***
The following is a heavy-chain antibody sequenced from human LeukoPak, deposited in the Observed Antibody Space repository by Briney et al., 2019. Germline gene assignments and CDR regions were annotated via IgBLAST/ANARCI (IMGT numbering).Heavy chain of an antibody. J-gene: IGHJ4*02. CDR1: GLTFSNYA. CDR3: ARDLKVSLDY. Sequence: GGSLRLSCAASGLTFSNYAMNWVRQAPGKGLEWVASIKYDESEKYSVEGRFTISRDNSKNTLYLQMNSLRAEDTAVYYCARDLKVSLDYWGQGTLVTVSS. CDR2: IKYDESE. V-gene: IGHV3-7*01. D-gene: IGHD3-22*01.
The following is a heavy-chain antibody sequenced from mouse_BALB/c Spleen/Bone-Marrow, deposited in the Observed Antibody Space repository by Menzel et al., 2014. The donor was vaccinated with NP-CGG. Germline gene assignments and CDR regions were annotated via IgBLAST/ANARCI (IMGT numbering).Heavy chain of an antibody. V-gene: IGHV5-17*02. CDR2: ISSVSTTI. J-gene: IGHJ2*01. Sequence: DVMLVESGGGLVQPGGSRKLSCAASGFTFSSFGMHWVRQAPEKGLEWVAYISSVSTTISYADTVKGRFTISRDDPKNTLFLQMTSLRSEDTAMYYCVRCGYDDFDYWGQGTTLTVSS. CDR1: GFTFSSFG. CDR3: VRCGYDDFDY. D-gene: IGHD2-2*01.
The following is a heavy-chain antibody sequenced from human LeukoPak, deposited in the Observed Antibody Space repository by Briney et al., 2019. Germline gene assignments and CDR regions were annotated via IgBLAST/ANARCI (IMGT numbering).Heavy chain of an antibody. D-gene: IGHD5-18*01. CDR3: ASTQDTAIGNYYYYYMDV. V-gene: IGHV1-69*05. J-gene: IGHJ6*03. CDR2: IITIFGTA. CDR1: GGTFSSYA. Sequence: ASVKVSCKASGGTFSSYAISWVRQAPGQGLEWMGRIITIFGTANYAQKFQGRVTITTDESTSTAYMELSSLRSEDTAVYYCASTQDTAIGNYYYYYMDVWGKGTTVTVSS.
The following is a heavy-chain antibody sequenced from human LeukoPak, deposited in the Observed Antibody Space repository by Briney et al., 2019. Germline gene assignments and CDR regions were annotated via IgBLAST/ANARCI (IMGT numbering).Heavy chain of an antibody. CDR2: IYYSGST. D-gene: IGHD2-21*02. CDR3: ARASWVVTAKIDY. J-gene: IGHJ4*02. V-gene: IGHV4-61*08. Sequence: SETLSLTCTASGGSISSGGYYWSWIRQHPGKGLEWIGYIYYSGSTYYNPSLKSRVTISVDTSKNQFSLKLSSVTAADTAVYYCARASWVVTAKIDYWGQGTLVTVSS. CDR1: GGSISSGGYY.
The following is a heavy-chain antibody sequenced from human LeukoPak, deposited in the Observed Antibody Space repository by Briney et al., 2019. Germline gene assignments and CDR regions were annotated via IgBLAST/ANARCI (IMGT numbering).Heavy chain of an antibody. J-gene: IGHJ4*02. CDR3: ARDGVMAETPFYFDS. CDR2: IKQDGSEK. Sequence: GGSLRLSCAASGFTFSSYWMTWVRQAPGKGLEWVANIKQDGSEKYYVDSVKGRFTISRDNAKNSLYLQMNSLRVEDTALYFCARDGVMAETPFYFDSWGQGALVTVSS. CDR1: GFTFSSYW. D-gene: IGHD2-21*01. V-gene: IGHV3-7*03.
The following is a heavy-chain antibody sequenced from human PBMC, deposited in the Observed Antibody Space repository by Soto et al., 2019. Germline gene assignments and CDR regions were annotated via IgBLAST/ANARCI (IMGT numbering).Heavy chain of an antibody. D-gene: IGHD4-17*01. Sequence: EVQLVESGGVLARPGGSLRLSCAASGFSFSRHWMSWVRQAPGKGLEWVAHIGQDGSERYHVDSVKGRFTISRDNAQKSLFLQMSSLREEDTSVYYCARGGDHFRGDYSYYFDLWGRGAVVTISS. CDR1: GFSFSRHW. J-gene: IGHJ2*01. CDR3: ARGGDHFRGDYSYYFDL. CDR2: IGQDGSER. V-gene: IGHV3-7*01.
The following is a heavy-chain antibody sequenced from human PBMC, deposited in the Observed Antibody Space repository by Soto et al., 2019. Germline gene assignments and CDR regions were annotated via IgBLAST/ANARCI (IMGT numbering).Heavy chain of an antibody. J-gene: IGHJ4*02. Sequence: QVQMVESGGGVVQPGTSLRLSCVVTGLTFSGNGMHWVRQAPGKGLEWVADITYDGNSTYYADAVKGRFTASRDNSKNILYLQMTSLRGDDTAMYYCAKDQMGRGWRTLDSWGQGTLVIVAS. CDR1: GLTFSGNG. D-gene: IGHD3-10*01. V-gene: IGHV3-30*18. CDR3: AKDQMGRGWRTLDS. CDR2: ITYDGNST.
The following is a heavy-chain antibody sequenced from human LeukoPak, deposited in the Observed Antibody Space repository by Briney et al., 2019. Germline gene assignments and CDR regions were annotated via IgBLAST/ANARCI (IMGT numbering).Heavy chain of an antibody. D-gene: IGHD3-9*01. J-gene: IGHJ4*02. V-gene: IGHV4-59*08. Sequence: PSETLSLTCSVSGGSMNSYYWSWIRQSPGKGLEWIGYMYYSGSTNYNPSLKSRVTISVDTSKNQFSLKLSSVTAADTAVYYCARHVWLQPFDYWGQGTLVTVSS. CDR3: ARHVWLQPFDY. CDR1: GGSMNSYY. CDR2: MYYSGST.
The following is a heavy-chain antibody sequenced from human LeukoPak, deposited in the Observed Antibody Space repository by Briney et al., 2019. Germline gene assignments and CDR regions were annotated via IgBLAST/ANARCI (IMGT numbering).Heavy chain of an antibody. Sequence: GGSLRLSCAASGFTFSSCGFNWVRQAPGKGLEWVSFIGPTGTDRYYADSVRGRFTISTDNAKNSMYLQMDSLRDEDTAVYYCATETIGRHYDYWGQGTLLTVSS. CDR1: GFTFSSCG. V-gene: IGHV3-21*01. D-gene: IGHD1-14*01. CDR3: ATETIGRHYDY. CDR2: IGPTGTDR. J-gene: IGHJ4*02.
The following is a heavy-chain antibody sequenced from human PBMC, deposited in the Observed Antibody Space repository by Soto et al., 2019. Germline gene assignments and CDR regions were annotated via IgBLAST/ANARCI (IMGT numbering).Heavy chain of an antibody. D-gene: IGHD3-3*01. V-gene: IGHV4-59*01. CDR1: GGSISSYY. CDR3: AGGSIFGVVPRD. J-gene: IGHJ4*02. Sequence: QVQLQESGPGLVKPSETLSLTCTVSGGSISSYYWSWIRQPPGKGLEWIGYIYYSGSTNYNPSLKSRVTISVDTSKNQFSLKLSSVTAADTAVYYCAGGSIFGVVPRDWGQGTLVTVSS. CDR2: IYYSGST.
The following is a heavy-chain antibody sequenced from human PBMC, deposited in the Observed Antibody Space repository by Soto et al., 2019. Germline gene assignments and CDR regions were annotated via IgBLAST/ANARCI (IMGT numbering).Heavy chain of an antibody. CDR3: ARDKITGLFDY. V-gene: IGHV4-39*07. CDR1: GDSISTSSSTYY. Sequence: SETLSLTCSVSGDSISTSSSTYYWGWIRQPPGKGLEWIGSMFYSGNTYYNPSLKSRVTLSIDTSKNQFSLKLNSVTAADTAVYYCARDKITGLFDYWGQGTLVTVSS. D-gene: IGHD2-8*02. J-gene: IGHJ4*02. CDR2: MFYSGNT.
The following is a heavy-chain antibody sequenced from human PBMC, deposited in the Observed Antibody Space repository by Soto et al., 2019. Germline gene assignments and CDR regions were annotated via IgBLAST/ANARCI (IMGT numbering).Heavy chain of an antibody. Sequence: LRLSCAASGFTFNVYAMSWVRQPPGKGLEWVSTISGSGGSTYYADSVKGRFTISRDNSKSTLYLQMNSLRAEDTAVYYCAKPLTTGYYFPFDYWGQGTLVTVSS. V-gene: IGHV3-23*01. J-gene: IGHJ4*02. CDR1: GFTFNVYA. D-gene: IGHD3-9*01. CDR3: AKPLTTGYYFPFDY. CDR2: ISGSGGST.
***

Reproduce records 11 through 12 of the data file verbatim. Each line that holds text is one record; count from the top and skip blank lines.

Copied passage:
The following is a heavy-chain antibody sequenced from human PBMC, deposited in the Observed Antibody Space repository by Soto et al., 2019. Germline gene assignments and CDR regions were annotated via IgBLAST/ANARCI (IMGT numbering).Heavy chain of an antibody. CDR3: ARDKITGLFDY. V-gene: IGHV4-39*07. CDR1: GDSISTSSSTYY. Sequence: SETLSLTCSVSGDSISTSSSTYYWGWIRQPPGKGLEWIGSMFYSGNTYYNPSLKSRVTLSIDTSKNQFSLKLNSVTAADTAVYYCARDKITGLFDYWGQGTLVTVSS. D-gene: IGHD2-8*02. J-gene: IGHJ4*02. CDR2: MFYSGNT.
The following is a heavy-chain antibody sequenced from human PBMC, deposited in the Observed Antibody Space repository by Soto et al., 2019. Germline gene assignments and CDR regions were annotated via IgBLAST/ANARCI (IMGT numbering).Heavy chain of an antibody. Sequence: LRLSCAASGFTFNVYAMSWVRQPPGKGLEWVSTISGSGGSTYYADSVKGRFTISRDNSKSTLYLQMNSLRAEDTAVYYCAKPLTTGYYFPFDYWGQGTLVTVSS. V-gene: IGHV3-23*01. J-gene: IGHJ4*02. CDR1: GFTFNVYA. D-gene: IGHD3-9*01. CDR3: AKPLTTGYYFPFDY. CDR2: ISGSGGST.